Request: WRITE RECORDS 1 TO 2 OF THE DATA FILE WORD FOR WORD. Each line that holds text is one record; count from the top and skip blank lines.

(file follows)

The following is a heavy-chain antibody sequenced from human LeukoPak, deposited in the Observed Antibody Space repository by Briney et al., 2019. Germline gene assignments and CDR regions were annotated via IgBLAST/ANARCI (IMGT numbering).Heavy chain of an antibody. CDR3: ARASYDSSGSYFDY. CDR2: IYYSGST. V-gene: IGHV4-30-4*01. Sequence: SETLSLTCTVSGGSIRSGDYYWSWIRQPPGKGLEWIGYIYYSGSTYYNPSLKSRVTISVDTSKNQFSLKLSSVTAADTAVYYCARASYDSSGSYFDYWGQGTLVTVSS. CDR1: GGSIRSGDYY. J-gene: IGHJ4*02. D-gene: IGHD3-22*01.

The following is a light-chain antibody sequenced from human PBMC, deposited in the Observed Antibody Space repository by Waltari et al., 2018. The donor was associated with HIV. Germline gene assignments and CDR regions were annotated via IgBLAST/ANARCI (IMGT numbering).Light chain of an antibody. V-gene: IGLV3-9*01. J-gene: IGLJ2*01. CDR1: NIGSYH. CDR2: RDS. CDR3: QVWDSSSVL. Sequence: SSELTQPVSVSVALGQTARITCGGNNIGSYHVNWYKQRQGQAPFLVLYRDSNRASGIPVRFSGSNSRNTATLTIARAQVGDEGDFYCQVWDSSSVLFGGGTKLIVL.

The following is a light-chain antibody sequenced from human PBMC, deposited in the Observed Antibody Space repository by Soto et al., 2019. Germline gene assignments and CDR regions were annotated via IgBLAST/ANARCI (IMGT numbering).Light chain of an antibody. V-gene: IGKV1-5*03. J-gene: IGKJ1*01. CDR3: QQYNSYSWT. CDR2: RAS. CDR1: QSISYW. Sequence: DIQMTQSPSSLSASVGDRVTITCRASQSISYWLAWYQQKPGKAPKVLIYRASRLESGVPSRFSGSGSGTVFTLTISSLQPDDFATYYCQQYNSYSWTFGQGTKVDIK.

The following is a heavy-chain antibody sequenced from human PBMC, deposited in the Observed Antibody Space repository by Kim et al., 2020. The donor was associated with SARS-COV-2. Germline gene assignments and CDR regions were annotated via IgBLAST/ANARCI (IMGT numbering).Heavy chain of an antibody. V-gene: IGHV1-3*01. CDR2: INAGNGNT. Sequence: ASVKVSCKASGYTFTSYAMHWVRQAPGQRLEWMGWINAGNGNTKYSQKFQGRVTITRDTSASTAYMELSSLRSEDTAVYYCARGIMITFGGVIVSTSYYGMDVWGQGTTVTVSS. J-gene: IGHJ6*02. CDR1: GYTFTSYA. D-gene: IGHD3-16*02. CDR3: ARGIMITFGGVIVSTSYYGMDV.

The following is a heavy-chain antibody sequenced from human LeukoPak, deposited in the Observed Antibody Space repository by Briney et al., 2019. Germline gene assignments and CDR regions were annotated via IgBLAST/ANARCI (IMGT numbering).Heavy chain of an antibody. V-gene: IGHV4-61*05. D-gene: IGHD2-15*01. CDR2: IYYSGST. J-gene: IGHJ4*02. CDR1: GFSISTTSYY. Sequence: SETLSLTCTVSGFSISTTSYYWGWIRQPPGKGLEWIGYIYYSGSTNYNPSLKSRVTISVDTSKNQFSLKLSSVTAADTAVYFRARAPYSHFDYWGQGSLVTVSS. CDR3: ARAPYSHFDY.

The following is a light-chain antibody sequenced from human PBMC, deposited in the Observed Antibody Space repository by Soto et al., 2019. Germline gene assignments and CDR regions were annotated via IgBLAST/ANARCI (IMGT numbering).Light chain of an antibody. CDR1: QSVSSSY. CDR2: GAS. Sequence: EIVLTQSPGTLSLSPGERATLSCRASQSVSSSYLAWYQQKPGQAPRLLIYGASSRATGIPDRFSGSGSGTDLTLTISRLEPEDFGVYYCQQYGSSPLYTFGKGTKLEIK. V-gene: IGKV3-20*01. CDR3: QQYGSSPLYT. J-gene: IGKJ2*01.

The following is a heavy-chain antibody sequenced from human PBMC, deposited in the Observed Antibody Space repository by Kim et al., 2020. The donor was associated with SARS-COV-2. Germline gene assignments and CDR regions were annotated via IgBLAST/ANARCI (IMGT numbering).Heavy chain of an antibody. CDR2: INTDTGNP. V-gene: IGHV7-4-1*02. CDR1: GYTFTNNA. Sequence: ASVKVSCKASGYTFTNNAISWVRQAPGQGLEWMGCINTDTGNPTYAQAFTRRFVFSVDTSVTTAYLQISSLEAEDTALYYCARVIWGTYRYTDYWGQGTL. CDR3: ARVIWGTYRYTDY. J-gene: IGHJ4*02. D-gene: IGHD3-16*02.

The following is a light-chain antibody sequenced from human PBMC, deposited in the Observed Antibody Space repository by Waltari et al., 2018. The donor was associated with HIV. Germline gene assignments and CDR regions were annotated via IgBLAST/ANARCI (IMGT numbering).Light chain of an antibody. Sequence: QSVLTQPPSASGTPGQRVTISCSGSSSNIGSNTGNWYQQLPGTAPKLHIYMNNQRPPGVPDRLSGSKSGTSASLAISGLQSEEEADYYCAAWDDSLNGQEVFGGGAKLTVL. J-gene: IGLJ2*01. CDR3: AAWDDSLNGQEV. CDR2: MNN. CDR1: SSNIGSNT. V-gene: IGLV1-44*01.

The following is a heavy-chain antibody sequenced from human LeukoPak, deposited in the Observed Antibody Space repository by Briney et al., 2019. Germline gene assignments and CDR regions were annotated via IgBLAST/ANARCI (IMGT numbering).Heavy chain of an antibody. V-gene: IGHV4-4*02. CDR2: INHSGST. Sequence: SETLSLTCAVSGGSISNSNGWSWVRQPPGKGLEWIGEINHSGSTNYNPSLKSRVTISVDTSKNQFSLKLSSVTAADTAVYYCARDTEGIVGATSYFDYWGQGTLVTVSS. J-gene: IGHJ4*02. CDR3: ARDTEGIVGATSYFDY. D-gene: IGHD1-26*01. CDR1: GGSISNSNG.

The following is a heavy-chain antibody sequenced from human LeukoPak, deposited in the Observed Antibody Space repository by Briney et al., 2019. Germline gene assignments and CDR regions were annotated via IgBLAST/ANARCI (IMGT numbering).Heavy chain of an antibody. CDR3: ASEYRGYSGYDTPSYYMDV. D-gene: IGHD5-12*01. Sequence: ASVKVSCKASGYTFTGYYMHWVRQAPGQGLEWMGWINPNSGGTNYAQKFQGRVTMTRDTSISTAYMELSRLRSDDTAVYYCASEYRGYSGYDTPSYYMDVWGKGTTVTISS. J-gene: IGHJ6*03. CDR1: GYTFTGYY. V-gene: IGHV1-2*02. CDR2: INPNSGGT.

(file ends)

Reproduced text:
The following is a heavy-chain antibody sequenced from human LeukoPak, deposited in the Observed Antibody Space repository by Briney et al., 2019. Germline gene assignments and CDR regions were annotated via IgBLAST/ANARCI (IMGT numbering).Heavy chain of an antibody. CDR3: ARASYDSSGSYFDY. CDR2: IYYSGST. V-gene: IGHV4-30-4*01. Sequence: SETLSLTCTVSGGSIRSGDYYWSWIRQPPGKGLEWIGYIYYSGSTYYNPSLKSRVTISVDTSKNQFSLKLSSVTAADTAVYYCARASYDSSGSYFDYWGQGTLVTVSS. CDR1: GGSIRSGDYY. J-gene: IGHJ4*02. D-gene: IGHD3-22*01.

The following is a light-chain antibody sequenced from human PBMC, deposited in the Observed Antibody Space repository by Waltari et al., 2018. The donor was associated with HIV. Germline gene assignments and CDR regions were annotated via IgBLAST/ANARCI (IMGT numbering).Light chain of an antibody. V-gene: IGLV3-9*01. J-gene: IGLJ2*01. CDR1: NIGSYH. CDR2: RDS. CDR3: QVWDSSSVL. Sequence: SSELTQPVSVSVALGQTARITCGGNNIGSYHVNWYKQRQGQAPFLVLYRDSNRASGIPVRFSGSNSRNTATLTIARAQVGDEGDFYCQVWDSSSVLFGGGTKLIVL.